“Whatever it takes to finish things, finish. You will learn more from a glorious failure
than you ever will from something you never finished.”
-Neil Gaiman, writer
I finally got the chance to read an article from the February 11, 2016 issue of The New Yorker entitled How People Learn to Become Resilient. The article references the work of Norman Garmezy (1918-2009) who “is widely credited with being the first to study the concept in an experimental setting.” Garmezy research suggests that “it’s only when you’re faced with obstacles, stress, and other environmental threats that resilience, or the lack of it, emerges: Do you succumb or do you surmount?” Further studies, referenced in the article, completed by another research psychologist, Emmy Werner, concluded that “the resilient children saw themselves as the orchestrators of their own fates. In fact, on a scale that measured locus of control, they scored more than two standard deviations away from the standardization group.” Building off the work of Garmezy and Werner, George Bonanno has found that “one of the central elements of resilience is perception: Do you conceptualize an event as traumatic, or as an opportunity to learn and grow?” When thinking about resilience, I can’t help but think about growth mindset. I’ve shared in previous posts about nurturing a growth mindset and I’ve mentioned the importance of fostering grit in ourselves and others. What about resilience? Resilience aligns with these notions to be sure. All three, growth mindset, grit and resilience reference a level of comfort in, if not celebration of, failure as an integral part of the learning process (see the Gaiman quote at the top). The article from The New Yorker concluded by suggesting a hopeful notion: “This research shows that resilience is, ultimately, a set of skills that can be taught.” A few years ago as part of my typical “summer learning tour”, I was in a session, led by Dr. Debbie McFalone, which focused on resilience. She shared her Seven Steps to Resilience and the importance of honing those steps in ourselves, the children we raise and the students we serve. We can learn them; we can teach them!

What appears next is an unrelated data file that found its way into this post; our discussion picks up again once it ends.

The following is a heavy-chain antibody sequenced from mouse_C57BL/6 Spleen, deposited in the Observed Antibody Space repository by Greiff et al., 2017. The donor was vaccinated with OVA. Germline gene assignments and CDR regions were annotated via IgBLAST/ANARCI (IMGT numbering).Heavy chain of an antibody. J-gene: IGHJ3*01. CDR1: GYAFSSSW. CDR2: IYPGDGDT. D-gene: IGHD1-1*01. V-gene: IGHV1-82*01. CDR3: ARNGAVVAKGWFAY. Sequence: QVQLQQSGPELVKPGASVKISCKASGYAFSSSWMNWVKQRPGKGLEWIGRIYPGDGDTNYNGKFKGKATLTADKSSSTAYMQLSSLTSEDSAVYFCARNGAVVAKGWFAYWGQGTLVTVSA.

- Be smart enough to ask for help
- Be aware of your self talk
- Cultivate a sense of humor and seek it out in others.
- Keep a perspective on time; know that your current state is not forever
- Replenish your spirit
- Remain hopeful
- Practice intentional self-care
When you have the time, take the time to listen to Grading Schools on Student Resilience and Self-control a 50-minute podcast with Diane Rehms on NPR which covers how a few large districts in California are going about formally assessing skills like grit, self-control and other social-emotional. I’m proud to say that we do some of this right here at BCS where in 3-8 Engage and 5-8 Thinkering Studio we are Assessing Skills that Matter using a variety of rubrics available at BalancED Tech!
You don’t have a lot of time? Watch (again if you’ve seen it already) Angela Lee Duckworth’s TedTalk called “The key to success? Grit”.
Want more reading? Click below…
7 Steps to Build Resilient Children Who Aren’t Afraid to Fail
The 7 Steps to Greater Resilience
The 7 Cs: The Essential Building Blocks of Resilience
7 Steps to Build Leadership Resilience
Can Growth Mindset Theory Reshape the Classroom?